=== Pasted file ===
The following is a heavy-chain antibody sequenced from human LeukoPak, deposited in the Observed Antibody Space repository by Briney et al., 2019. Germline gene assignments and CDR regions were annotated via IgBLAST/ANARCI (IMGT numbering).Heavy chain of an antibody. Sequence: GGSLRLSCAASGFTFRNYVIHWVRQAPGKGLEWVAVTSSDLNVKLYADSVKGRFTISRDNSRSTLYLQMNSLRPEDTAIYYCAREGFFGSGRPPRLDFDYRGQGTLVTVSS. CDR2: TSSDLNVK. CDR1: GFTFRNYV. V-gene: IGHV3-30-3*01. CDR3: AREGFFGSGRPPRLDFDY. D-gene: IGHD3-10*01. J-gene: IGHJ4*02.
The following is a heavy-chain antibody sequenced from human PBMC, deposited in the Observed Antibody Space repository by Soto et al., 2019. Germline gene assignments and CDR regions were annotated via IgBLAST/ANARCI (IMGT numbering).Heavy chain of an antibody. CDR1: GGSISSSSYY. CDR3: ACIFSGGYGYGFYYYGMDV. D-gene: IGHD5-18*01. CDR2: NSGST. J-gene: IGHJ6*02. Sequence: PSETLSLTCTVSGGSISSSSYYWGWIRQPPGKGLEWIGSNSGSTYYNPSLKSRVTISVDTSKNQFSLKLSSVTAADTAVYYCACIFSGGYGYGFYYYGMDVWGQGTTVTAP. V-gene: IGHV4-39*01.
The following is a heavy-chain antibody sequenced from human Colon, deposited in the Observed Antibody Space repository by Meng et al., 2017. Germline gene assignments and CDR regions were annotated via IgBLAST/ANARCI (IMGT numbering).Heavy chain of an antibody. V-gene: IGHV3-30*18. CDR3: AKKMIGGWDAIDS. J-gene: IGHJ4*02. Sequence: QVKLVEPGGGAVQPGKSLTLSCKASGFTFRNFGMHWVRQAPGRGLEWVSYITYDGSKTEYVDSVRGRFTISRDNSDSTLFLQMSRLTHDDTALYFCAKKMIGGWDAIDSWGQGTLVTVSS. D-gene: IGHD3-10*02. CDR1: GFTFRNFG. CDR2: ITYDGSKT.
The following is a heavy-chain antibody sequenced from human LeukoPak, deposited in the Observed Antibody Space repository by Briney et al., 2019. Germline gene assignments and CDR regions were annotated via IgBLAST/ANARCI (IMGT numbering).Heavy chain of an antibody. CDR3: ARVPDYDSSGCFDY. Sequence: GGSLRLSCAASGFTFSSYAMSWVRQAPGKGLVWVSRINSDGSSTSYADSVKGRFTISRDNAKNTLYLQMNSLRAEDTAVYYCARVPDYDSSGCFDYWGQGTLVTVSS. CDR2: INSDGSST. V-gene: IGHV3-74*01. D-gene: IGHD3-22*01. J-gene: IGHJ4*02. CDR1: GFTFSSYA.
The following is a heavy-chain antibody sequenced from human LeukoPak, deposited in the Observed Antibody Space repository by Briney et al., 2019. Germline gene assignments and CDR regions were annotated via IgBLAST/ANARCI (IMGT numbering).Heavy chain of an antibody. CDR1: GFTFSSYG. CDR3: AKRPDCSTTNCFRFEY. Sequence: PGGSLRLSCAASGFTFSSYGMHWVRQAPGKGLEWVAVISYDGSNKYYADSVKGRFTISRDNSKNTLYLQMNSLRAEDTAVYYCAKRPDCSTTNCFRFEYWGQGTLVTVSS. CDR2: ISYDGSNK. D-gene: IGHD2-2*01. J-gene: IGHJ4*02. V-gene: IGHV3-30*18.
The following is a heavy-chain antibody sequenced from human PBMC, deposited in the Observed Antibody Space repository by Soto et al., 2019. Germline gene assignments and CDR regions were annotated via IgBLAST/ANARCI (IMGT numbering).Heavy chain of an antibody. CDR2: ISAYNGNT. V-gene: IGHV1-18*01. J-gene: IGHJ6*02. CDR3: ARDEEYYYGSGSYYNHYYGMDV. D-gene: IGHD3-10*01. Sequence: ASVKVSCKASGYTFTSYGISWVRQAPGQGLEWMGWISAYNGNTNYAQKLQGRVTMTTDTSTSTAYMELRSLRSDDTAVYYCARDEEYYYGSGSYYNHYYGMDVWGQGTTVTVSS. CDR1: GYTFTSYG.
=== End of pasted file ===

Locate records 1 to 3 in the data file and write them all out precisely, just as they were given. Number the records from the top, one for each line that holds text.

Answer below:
The following is a heavy-chain antibody sequenced from human LeukoPak, deposited in the Observed Antibody Space repository by Briney et al., 2019. Germline gene assignments and CDR regions were annotated via IgBLAST/ANARCI (IMGT numbering).Heavy chain of an antibody. Sequence: GGSLRLSCAASGFTFRNYVIHWVRQAPGKGLEWVAVTSSDLNVKLYADSVKGRFTISRDNSRSTLYLQMNSLRPEDTAIYYCAREGFFGSGRPPRLDFDYRGQGTLVTVSS. CDR2: TSSDLNVK. CDR1: GFTFRNYV. V-gene: IGHV3-30-3*01. CDR3: AREGFFGSGRPPRLDFDY. D-gene: IGHD3-10*01. J-gene: IGHJ4*02.
The following is a heavy-chain antibody sequenced from human PBMC, deposited in the Observed Antibody Space repository by Soto et al., 2019. Germline gene assignments and CDR regions were annotated via IgBLAST/ANARCI (IMGT numbering).Heavy chain of an antibody. CDR1: GGSISSSSYY. CDR3: ACIFSGGYGYGFYYYGMDV. D-gene: IGHD5-18*01. CDR2: NSGST. J-gene: IGHJ6*02. Sequence: PSETLSLTCTVSGGSISSSSYYWGWIRQPPGKGLEWIGSNSGSTYYNPSLKSRVTISVDTSKNQFSLKLSSVTAADTAVYYCACIFSGGYGYGFYYYGMDVWGQGTTVTAP. V-gene: IGHV4-39*01.
The following is a heavy-chain antibody sequenced from human Colon, deposited in the Observed Antibody Space repository by Meng et al., 2017. Germline gene assignments and CDR regions were annotated via IgBLAST/ANARCI (IMGT numbering).Heavy chain of an antibody. V-gene: IGHV3-30*18. CDR3: AKKMIGGWDAIDS. J-gene: IGHJ4*02. Sequence: QVKLVEPGGGAVQPGKSLTLSCKASGFTFRNFGMHWVRQAPGRGLEWVSYITYDGSKTEYVDSVRGRFTISRDNSDSTLFLQMSRLTHDDTALYFCAKKMIGGWDAIDSWGQGTLVTVSS. D-gene: IGHD3-10*02. CDR1: GFTFRNFG. CDR2: ITYDGSKT.